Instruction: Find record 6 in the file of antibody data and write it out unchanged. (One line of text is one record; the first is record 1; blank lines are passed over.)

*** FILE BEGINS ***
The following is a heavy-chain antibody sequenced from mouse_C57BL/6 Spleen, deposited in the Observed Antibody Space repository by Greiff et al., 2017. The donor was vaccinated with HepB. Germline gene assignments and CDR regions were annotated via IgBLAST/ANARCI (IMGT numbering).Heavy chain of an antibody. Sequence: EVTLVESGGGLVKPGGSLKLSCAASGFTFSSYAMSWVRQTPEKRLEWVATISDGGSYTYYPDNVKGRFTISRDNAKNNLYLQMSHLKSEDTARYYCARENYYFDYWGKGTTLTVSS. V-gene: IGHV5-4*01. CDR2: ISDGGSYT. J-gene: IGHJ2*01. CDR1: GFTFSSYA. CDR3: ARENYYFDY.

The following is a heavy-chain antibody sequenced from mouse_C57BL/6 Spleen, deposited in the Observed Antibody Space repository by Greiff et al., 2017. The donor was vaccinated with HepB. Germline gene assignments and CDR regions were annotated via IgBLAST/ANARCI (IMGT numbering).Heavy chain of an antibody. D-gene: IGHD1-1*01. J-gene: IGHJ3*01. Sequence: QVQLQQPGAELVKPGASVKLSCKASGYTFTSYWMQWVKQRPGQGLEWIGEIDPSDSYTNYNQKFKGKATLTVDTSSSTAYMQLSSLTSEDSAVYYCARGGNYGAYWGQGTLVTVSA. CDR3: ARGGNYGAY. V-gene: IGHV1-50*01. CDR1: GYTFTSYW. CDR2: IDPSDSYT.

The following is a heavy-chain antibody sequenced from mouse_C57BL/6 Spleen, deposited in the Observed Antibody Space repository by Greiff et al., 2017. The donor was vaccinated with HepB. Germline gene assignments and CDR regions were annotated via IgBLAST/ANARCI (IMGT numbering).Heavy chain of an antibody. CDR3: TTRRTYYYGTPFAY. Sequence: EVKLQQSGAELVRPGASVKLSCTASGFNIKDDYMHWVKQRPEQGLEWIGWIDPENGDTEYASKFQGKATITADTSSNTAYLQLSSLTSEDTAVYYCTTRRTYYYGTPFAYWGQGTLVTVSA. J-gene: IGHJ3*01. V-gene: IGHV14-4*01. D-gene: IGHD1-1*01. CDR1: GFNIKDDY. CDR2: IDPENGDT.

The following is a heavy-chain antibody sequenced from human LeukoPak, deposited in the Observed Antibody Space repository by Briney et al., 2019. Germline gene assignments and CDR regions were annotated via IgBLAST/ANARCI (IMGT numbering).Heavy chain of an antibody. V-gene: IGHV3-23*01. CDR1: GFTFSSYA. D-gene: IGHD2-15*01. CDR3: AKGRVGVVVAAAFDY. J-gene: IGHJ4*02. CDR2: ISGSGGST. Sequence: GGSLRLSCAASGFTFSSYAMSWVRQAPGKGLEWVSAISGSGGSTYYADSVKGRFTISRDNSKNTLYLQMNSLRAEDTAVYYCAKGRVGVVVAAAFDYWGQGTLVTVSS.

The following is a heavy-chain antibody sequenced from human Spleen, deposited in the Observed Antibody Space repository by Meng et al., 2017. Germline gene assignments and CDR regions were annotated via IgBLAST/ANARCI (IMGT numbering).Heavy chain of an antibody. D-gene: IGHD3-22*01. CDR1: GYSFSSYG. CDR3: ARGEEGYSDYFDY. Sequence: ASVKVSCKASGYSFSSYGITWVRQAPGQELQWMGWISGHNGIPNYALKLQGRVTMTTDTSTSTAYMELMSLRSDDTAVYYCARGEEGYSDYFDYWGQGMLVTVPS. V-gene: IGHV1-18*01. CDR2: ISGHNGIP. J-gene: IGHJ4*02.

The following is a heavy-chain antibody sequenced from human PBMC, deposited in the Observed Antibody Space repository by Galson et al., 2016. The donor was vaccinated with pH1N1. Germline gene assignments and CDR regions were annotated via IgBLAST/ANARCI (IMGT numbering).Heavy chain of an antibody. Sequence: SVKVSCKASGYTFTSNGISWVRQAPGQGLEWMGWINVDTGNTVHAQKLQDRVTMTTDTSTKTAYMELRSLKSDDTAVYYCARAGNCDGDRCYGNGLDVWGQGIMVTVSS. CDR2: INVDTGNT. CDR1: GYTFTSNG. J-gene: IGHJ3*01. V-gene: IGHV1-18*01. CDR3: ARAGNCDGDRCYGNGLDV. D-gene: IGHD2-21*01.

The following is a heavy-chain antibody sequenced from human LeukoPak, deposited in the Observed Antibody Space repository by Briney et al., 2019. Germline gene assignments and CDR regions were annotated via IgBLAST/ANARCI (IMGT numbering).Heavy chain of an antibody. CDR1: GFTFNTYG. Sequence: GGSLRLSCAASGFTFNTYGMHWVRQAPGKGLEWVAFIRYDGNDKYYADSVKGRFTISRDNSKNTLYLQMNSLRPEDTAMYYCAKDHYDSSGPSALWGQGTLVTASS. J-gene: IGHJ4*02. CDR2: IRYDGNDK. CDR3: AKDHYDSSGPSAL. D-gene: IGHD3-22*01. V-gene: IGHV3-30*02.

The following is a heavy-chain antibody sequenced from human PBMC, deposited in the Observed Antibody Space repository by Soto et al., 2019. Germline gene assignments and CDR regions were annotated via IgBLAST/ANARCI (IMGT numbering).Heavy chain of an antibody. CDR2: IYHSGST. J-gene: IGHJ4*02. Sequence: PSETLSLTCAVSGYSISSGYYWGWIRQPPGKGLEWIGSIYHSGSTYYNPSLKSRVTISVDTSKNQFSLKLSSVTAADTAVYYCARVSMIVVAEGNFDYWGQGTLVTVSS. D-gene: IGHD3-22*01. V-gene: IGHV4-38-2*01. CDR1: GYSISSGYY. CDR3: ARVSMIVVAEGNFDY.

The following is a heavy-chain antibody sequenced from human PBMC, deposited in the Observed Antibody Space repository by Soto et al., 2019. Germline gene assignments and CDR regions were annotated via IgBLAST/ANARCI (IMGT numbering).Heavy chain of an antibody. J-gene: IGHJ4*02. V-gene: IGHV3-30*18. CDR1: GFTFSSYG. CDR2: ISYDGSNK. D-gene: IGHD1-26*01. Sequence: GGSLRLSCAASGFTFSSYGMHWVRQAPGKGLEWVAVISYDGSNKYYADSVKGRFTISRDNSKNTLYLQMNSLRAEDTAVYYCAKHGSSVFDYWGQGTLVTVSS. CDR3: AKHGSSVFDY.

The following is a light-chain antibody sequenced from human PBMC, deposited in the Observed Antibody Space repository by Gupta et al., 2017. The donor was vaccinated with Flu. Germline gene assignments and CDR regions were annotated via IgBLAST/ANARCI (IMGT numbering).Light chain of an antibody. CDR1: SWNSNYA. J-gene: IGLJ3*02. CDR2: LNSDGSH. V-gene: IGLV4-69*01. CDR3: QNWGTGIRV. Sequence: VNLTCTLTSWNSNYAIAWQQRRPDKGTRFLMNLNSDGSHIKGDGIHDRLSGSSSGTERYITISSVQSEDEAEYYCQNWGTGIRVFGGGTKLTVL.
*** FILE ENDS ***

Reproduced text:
The following is a heavy-chain antibody sequenced from human PBMC, deposited in the Observed Antibody Space repository by Galson et al., 2016. The donor was vaccinated with pH1N1. Germline gene assignments and CDR regions were annotated via IgBLAST/ANARCI (IMGT numbering).Heavy chain of an antibody. Sequence: SVKVSCKASGYTFTSNGISWVRQAPGQGLEWMGWINVDTGNTVHAQKLQDRVTMTTDTSTKTAYMELRSLKSDDTAVYYCARAGNCDGDRCYGNGLDVWGQGIMVTVSS. CDR2: INVDTGNT. CDR1: GYTFTSNG. J-gene: IGHJ3*01. V-gene: IGHV1-18*01. CDR3: ARAGNCDGDRCYGNGLDV. D-gene: IGHD2-21*01.